Why We Chose Open Adoption

First lets address what open adoption is…

Open adoption is an adoptive family and birth family keeping in contact for the benefit of a child. Contact in an open adoption can mean different things to different families as contact can range from letters and emails, to phone calls or regular visitation. It all rests on the adults to create a plan that fits everyone’s needs and expectations.

Most people’s knowledge of adoption is based on what they know or have heard about state run adoptions or foster to adopt situations. In many of these cases, the child is being removed from the parent for the best interest of the child. When this happens, the parental rights are not always completely severed. The goal of the state is always to try to eventually have the child placed back with their birth parent, extended family, or someone in their community.  For these reasons, we are not pursuing a state run adoption or foster to adopt situation. We are instead going to go through an agency adoption with adoption attorneys and everything else that this entails. This will give us much greater protections moving forward because the birth parents will be selecting us and signing a termination of parental rights. This is an irrevocable court order. This of course also means that agency adoptions can be much more expensive than state adoptions, but as adoptive parents we receive greater legal protection and rights.

I’ll admit, when we first entered our hats into the adoption ring, we had such restricted views on open/closed adoption.  Our views were mirrored by fears we had absorbed through media and the limited stories we had heard from within our community.  Myths about open adoptions rang loudly in our ears.

“The birth mom will try to take the baby back if you let her see the baby.”
“The child will be confused on who his mother is if you let the birth mom be in his life.”
“The birth mom won’t want to give up the child. Will she be involved the child’s whole life?”

Initially, we thought there was NO WAY we would entertain an open adoption.  We wanted to adopt our child and have it live in our world, solely.  The more we read and spoke with our agency, the more we realized how unrealistic our views were.  How selfish they were.  Our thoughts slowly shifted with every conversation. How cool would it be for our child to be loved and celebrated by so many people.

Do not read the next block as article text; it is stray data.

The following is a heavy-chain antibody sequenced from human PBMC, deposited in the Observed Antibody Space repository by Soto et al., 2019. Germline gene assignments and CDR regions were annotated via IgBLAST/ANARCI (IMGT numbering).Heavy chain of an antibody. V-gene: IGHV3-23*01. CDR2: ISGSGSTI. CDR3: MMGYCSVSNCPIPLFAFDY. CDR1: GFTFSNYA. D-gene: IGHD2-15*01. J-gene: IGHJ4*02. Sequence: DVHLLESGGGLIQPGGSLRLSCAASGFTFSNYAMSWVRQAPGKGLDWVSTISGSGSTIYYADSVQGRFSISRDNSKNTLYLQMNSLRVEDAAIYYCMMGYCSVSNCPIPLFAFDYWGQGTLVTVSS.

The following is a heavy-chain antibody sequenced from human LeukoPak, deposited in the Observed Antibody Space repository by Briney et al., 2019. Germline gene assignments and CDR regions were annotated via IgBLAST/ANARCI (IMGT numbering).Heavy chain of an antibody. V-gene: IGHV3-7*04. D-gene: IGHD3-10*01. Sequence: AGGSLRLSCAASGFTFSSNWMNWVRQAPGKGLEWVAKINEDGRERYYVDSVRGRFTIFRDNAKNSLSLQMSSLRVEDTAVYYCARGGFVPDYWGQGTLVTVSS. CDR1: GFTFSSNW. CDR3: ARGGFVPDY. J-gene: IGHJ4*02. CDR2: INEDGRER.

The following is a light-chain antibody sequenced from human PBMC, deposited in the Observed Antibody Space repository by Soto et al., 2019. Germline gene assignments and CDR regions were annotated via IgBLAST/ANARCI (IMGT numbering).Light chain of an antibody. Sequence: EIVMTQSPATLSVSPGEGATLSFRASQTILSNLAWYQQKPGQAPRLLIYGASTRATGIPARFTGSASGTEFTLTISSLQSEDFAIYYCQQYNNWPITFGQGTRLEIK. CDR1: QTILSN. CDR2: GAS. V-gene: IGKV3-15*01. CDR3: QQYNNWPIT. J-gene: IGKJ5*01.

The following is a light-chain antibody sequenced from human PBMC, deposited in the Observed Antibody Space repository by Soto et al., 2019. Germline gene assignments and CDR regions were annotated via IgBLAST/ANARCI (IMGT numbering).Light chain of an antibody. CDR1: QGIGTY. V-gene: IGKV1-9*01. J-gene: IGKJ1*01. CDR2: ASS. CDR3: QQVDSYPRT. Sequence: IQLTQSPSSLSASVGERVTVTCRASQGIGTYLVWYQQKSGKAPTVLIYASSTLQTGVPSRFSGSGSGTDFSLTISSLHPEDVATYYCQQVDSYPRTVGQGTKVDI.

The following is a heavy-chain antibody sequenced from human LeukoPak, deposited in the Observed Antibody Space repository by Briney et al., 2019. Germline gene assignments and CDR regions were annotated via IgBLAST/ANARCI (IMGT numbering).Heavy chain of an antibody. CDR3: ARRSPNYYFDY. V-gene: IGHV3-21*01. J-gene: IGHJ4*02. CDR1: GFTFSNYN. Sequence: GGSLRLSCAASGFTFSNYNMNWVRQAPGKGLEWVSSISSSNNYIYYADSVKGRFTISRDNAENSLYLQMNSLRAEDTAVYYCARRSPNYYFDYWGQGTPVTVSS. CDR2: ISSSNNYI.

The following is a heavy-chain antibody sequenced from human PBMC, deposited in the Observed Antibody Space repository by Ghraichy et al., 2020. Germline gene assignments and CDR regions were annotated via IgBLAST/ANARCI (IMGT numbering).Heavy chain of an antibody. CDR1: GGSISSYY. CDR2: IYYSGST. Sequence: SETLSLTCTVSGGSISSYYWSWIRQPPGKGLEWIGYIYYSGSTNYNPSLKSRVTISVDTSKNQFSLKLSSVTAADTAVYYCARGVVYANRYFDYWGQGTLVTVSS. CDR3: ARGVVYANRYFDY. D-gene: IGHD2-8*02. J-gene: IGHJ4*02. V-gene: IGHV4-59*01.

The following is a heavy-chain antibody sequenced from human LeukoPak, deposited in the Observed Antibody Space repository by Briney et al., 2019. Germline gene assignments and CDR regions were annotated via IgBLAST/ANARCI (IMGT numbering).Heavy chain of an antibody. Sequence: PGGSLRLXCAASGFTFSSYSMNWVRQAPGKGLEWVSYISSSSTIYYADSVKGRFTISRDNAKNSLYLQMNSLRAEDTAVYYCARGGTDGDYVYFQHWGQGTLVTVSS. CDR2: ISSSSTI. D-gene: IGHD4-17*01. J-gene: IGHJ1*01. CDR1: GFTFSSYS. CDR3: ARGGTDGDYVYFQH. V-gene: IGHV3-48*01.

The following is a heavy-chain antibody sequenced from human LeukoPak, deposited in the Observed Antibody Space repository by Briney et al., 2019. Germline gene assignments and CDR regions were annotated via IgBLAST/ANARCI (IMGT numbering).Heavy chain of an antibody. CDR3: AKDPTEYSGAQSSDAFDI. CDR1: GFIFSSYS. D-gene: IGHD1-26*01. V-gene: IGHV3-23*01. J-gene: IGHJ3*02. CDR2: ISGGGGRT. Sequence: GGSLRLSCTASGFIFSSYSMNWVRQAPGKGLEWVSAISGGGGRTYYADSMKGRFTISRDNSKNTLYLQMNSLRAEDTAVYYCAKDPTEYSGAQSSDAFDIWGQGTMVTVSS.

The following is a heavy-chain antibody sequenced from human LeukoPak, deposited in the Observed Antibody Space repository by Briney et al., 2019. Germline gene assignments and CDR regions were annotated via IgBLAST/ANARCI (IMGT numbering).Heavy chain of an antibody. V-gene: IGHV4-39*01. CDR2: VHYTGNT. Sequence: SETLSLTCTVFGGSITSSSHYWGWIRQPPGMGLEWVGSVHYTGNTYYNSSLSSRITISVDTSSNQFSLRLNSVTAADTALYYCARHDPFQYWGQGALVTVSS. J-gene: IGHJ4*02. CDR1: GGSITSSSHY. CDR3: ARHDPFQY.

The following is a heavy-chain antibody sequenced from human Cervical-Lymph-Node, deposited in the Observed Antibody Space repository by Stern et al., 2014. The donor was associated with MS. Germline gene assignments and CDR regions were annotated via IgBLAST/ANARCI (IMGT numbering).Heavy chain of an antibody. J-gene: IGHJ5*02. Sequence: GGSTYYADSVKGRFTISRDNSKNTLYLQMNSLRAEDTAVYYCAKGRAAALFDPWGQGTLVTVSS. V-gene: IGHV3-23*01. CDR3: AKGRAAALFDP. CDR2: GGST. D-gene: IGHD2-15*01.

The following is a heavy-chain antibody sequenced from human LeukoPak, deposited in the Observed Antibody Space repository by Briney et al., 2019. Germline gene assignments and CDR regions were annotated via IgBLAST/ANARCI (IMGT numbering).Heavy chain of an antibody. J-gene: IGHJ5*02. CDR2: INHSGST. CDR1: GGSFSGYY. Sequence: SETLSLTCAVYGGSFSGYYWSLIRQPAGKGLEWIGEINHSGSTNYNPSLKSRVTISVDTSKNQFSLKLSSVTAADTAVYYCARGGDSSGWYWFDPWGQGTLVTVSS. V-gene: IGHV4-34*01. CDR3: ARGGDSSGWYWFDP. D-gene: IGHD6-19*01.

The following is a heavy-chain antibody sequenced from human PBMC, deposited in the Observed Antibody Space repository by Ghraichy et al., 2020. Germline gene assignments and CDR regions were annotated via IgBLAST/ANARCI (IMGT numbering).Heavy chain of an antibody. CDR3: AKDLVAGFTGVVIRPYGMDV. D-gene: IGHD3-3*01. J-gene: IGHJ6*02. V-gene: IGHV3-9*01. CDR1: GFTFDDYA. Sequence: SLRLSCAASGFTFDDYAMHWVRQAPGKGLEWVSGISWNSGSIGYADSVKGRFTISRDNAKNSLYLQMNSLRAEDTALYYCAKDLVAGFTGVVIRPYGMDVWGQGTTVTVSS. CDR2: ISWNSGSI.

The more we researched and began to understand the adoption process, an open adoption made more sense to us.  John and I discussed at length what we wanted for our future children. The one thing we kept landing back on, above all else, is for them to be happy. We want them to have a rock solid knowledge of who they are and where they come from. We want our child to know their own story.

Since beginning this journey we have had an opportunity to meet many people that have been touched by adoption and read many more stories from people who have been adopted. One common thread that has run throughout many of these stories is that often times the adopted child grows up with uncertainty in their lives. They have questions about their birth parents. They often feel rejected or abandoned by their birth parents.  Many become fixated on trying to find their birth parents as they get older. We do not want our child to have any of these feelings of uncertainty. They deserve to know their own story.

A thought that constantly shifts through our mind is what would we tell our child when they come to us with questions about why they were adopted.  I think of this daily.  How can I make my child know whole heartedly that they were given up for adoption because of love.  I want to be able to share with my child that their birth parents gave them up out of love and selflessness to give them a better life. And better yet, I want them to hear it from their birth parents.

 

What are your thoughts? We’d love to hear them in the comments!

 

 

 

 

 

 

 

One thought on “Why We Chose Open Adoption

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  1. John and Kate, You are virtuous by nature because you seek goodness, happiness, and what is best for the adopted child. You possess an uncommon grace and exhibit a genuine sense of compassion because you possess a natural love of others. It is apparent that you strive to learn the skills needed to understand and validate the profound and the deep sense of loss and misunderstandings the typical adopted child endures—by striving for openness and understanding love in your family will surely grow. Judith

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